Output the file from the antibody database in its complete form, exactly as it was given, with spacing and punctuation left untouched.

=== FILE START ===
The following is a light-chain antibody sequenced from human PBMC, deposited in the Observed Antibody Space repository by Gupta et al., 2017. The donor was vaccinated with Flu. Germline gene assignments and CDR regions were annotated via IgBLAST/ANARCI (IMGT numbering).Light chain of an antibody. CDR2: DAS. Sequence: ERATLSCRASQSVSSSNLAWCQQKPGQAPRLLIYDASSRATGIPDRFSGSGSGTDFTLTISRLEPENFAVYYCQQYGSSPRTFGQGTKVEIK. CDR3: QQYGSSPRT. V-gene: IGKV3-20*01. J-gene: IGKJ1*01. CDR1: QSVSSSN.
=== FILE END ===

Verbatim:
The following is a light-chain antibody sequenced from human PBMC, deposited in the Observed Antibody Space repository by Gupta et al., 2017. The donor was vaccinated with Flu. Germline gene assignments and CDR regions were annotated via IgBLAST/ANARCI (IMGT numbering).Light chain of an antibody. CDR2: DAS. Sequence: ERATLSCRASQSVSSSNLAWCQQKPGQAPRLLIYDASSRATGIPDRFSGSGSGTDFTLTISRLEPENFAVYYCQQYGSSPRTFGQGTKVEIK. CDR3: QQYGSSPRT. V-gene: IGKV3-20*01. J-gene: IGKJ1*01. CDR1: QSVSSSN.